PCOS is a hormonal disorder that can cause failure to ovulate, cysts on the ovaries and insulin resistance, all of which can affect fertility. The most common symptoms are weight gain, excessive hair growth, irregular periods and infertility. While there are treatment options available to manage the condition, the cause is still unclear. Scientists believe a combination of environmental, genetic and lifestyle factors are to blame.
"Long story short, we still don't know the exact causes of PCOS," Roskin confirmed. "It seems to be a complex metabolic/hormonal process and there also seems to be a genetic or inherited component as well."
Studies indicate PCOS rates are increasing, Roskin added. Some scientists link this trend to increasing type 2 diabetes rates, so there could be a connection between the two, especially as many people with PCOS struggle with weight gain, a risk factor for diabetes.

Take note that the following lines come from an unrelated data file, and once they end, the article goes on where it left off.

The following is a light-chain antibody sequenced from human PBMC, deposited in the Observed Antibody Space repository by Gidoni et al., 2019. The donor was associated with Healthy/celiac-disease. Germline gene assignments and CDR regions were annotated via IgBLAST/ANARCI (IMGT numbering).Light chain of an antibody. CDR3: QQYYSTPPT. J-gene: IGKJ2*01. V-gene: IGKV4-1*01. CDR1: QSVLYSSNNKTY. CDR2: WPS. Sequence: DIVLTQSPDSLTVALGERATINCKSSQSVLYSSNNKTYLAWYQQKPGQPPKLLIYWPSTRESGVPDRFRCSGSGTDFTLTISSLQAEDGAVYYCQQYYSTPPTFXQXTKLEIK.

It's impossible to prevent PCOS or predict who is more likely to be affected. However, there is evidence to suggest it's hereditary, so if you have a mother or sister who has PCOS, you may be at an increased risk of developing it, too.
If you have any symptoms of polycystic ovary syndrome, you should speak to your doctor right away so they can begin testing. Your doctor will ask you questions related to your experience, and if they feel it's suitable, they may arrange for a blood test, ultrasound and pelvic examination. The sooner you start to manage the condition, the better the outcome could be.